In the 1930s Funter Bay was home to one Harold Merrin, a “Special Agent” with the “U.S. Division of Investigation”. While the title might suggest an affiliation with the FBI (which held that name prior to 1935), there was also such a division under the General Land Office. This was part of the Department of the Interior, and conducted investigations into all sorts of mineral and property rights for the US Government. Special Agents of the Land Office worked with everything from logging and grazing licenses to oil and gas surveys to mineral claims and property rights.
Harold Woodworth “Hal” Merrin was born in Ohio in 1893, to parents Ernest and Lenna. The family moved to Spokane by 1910. He grew up with a background in mining, as his father worked at various mines and was later director of the American-Scotia Mine in Orient, WA. Harold served as secretary-treasurer of this company while in college.
Harold attended North Central High School in Spokane, but WWI pulled him and many of his classmates away before graduation. Harold joined a trial officer’s training camp in 1918 and briefly served as a Corporal with the American Expeditionary Force in France (source). After returning to the US, Harold enrolled at the State College of Washington and received his Bachelors Degree in Mining Engineering in 1921.
After graduating, he worked as an assayer with the Santa Rita mining co, then as a land appraiser for the government land office in Portland and Santa Fe. By 1923 he was working as a government mineral examiner in Alaska and the Pacific Northwest. One of his jobs included investigating a “Mystery Metal” found in Oregon. In 1926 Harold married Bertha Thompson of Everett, WA.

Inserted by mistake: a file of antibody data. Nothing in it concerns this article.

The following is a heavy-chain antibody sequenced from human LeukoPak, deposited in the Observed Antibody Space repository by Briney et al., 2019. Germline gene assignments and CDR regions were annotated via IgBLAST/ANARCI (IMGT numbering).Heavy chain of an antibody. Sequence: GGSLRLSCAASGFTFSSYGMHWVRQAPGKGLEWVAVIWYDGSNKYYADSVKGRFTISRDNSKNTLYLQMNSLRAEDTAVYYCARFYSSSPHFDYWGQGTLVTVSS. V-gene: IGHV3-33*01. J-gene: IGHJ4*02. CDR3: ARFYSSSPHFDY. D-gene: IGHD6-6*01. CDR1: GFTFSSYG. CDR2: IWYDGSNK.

In 1933 Congress authorized payments in the amounts of $124.35 and $35.90 to Harold Merrin for travel expenses to and from Alaska while under official orders. In 1935 he was reportedly working as a special agent for the U.S. Division of Investigation. In 1936 the Division of Investigations had him stationed at Funter. The WSU Alumni paper reported the birth of Harold and Bertha’s daughter Evelyn that year.
I have not found the exact nature of Harold’s government work at Funter, but property and mineral issues would likely have kept him busy. Several mines were active at Funter, which would fall under Harold’s area of expertise as a mineral surveyor. Other activities could have included homestead claims, fish trap locations, hand logging, and cannery land use. Some of these industries had overlapping property claims and some were known to use mining claims for other purposes. Juggling the competing interests of Alaskan industries with each other and with the federal government was likely a full time job.
Harold’s government work appears to have led him into the private sector after a few years. In 1937 he was superintendent of the Alaska Empire Mine at Hawk Inlet, across the mountain from Funter (source). In 1938 he was back at Funter Bay, after “exposing his family to six months in the civilization of the outside world”.
In 1939 the WSU Alumni update described Harold as having a “Leasing and private practice at Funter”.
By late 1939 the Merrin family had moved to the Flagstaff Mine in Kasaan Bay, near Ketchikan. They soon moved back to Washington, and Harold passed away in Yakima in 1940 at age 47.